Wednesday, August 10, 2011

Shelley's birthplace taking shape

So far, so slow. Too many distractions at present, mainly that my studio is being inhabited by my youngest, on a visit. The studio houses the computer, hence the lack of solitude...
Small price to pay for her presence, however.

This is my last photo of the work in hand:

As you see, I have lost a window ... possibly hoovered up in my zeal to tidy up and clear the floor yesterday. And since this photo the grass has grown paler, as has the too-black forecourt.

I borrowed a biography, Shelley by Edmund Blunden from our local library this morning. It is a bit of a whitewash but has a few interesting nuggets. Here, for instance, is his take on Field Place:

"Two miles out of Horsham to the north-west, not far from the county boundary, the river Arun and the Roman road called Stane Street, stood and still stands Field Place. In the summer season at least it is a house of enchantment ... like others round about it has a mighty roof of Horsham stone, and a line of chimneys like towers. It is very rambling, with long passages and odd corners, turnings and recesses, floors on different levels - a long low house in which the work of several periods is combined.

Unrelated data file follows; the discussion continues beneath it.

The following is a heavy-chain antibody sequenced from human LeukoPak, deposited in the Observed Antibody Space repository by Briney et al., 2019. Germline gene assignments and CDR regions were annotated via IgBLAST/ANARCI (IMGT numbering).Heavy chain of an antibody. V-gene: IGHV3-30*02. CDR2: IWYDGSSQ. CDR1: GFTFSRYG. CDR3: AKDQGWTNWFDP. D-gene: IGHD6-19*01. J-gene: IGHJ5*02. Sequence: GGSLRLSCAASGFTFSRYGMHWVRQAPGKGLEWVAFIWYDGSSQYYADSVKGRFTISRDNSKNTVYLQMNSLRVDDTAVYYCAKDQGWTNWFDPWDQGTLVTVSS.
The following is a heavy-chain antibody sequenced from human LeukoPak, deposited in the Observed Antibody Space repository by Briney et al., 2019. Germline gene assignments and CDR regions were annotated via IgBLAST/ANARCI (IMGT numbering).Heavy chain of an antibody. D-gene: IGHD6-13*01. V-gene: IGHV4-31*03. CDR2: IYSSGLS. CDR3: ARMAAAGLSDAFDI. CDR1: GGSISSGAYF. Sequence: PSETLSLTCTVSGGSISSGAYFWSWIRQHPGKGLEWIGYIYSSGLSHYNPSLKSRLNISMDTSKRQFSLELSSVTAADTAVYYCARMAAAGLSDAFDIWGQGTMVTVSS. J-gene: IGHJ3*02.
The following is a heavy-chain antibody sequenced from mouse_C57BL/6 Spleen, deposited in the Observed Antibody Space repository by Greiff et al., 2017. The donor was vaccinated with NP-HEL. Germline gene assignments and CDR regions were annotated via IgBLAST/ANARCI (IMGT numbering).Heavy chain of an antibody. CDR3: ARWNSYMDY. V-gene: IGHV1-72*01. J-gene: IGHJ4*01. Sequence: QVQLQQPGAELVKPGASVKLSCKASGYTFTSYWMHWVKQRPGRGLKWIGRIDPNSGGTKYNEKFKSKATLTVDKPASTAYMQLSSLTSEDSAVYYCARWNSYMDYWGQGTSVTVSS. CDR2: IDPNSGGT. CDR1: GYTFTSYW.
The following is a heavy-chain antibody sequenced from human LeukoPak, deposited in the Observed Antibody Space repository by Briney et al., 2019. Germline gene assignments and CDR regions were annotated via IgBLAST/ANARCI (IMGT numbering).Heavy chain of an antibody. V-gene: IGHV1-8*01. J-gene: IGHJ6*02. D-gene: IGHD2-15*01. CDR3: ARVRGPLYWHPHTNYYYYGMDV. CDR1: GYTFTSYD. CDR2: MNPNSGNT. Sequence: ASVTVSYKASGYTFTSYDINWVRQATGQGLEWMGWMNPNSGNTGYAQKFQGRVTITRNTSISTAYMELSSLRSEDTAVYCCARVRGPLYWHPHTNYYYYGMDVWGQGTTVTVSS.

"It stands in park which like most in the district has long been shaded with great trees, and it has its own little brook and lake. Before Shelley knew this home, its masters had laid out fine gardens and orchards, as well as "the American garden," described as "a long strip of green, softly turfy and sweetly shaded, with circles and crescents of rhododendrons; here and there ornamental pines of many kinds, cedars, beeches, birches ... making tents of greenery where one might sit hid, unseen yet seeing.

"From the garden he could see the line of the South Downs and in another direction the seemingly mountainous region round Hindhead. The whole estate was such as might fill his days with pleasant adventures. Charming or wild, secret or sunlit, these glades and groves had much to give to a sensitive child, and yield him imagery for his later concepts ..."

No comments:

Post a Comment